Khuzestan Arrest Campaign: 133 Victims Identified, Public Demands Transparency

Posted on: October 26th, 2018

Human Rights Activists News Agency (HRANA) – HRANA has confirmed the names of 133 Ahwazi Arabs swept up in an arrest campaign, a purported search for accomplices of an armed attack on a September 22nd military parade that left 24 dead and 57 wounded.

Held in the southwestern border city of Ahvaz in observance of the Iran-Iraq war, the parade was tragically interrupted by the gunfire of four assailants who were promptly killed by authorities. Having since attributed the tragedy to ISIS, the Iranian authorities recently launched a retaliatory missile attack on an ISIS base in Iraq. Security forces, seemingly in a continued state of urgency, have continued to sequester citizens across the Khuzestan province on grounds they have yet to disclose.

With no available information on how these would-be suspects could be linked to the armed attack or to ISIS, locals wonder if arrestees are being targeted for other reasons entirely. That detained hail mostly from the cities of Ahvaz, Khorramshahr, Susangerd, and Abadan; many have had prior run-ins with authorities, several on account of their civic activism; and almost all are Ahwazi Arabs, one of Iran’s ethnic minorities.

In response to allegations that they may be using the parade attack as a pretext for purging the region of civic activism, Iranian authorities seemed to hedge.

“There are no civil or children’s rights activists among those arrested,” said Khuzestan provincial governor Gholamreza Shariati on October 22nd, without making mention of arrest numbers. “We are making concerted efforts to avoid trouble for civil and political activists, and they have not been a subject of discussion. One woman is among those detained, but we have not detained any children.”

Local activists, meanwhile, feel that their comrades have inexplicably come under a scrutiny bordering on persecution. Human rights activist Karim Dahimi cited his colleague, Susangerd civil rights activist Lamiya Hamadi, as an example: “She is not, in fact, a religious activist,” Dahimi said. “Gholamreza Shariati admitting her arrest only corroborates the fact that civil rights activists are among those detained.”

Dahimi also scoffed at the governor’s claim that only one woman had thus far been detained, countering with examples of women who were carted off shortly after their family members: Faez Afrawi, who was detained shortly after her son, is now being held in an undisclosed location, and the wife, sister, and mother of detainee Adnan Mazraia, who are also being held incommunicado.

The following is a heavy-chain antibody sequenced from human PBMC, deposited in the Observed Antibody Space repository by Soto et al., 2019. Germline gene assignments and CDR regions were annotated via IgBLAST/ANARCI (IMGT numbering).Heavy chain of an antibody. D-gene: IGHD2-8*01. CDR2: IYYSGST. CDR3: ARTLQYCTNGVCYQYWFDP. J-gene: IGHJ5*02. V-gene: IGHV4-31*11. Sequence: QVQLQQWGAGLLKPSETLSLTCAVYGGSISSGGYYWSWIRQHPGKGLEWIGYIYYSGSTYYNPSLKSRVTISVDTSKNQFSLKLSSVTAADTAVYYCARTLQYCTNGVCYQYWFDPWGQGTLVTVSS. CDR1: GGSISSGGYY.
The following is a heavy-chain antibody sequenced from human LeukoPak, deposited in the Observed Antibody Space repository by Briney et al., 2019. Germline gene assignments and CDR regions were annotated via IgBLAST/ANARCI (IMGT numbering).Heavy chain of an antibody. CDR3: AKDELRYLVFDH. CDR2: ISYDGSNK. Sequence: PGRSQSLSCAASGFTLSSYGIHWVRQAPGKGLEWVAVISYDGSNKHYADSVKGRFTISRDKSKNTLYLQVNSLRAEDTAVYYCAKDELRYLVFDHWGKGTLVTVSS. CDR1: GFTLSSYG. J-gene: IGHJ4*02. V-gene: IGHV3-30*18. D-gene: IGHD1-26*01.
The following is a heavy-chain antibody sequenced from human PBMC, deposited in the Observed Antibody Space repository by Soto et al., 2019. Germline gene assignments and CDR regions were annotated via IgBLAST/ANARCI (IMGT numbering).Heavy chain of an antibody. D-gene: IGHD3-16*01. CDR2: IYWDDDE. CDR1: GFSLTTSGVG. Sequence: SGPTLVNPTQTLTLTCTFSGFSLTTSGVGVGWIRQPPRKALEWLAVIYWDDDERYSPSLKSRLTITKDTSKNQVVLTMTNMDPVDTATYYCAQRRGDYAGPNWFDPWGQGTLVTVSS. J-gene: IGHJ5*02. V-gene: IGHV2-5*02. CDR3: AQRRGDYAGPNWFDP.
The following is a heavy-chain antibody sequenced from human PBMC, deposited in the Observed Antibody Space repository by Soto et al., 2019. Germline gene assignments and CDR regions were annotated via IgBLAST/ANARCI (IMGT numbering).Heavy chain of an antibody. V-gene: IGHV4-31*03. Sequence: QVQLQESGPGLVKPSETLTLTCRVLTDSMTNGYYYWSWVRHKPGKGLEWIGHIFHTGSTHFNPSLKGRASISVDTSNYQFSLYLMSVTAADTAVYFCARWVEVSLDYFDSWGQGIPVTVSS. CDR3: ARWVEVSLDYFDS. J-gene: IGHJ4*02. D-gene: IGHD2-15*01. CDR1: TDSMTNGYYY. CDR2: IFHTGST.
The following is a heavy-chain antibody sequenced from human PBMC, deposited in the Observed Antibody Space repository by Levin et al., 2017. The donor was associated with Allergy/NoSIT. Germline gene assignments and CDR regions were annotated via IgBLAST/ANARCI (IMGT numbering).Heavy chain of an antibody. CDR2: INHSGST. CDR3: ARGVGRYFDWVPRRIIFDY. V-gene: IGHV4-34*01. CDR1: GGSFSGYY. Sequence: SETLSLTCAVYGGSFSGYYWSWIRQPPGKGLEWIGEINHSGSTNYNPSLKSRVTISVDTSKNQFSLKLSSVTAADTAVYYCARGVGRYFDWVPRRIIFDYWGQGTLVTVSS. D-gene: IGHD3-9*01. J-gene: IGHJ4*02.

Regarding Shariati’s claims that no children had been arrested, Dahimi said, “it ought to be noted that the entire families of the four attackers were detained on the day of the attack, including their children.”

Save for a few insinuations that some detainees have been transferred to Tehran, arrestees’ inquiring family members have been suffering in radio silence from authorities. “No one has been released since the attacks began in Khuzestan,” said Dahimi. “What’s more, we don’t know where they’re being kept, or what kind of condition they’re being kept in.”

Not long after the attack, Iran’s Ministry of Intelligence announced it had taken 22 suspects into custody, broadcasting footage of blindfolded, unidentified detainees facing a wall. Now local sources estimate the number of those arrested has climbed well into the hundreds.

While arrest numbers rise and authorities play tactics close to the vest, public fears return to the possibility that security forces will coerce past offenders to “confess” to a role in the attack. In response to mounting public concern over scapegoating and discrimination, the Defenders of Human Rights Center, headed by Nobel Peace Prize laureate Shirin Ebadi, issued the following statement on October 21st:

“[…]Although state organizations have yet to give a report on the number of detainees or the process of detention, according to the families of detainees, over 500 were arrested between September 23 and October 22 and are held in undisclosed locations. The detainees are deprived of the most basic legal rights, including the right to legal representation or the right to family visitation.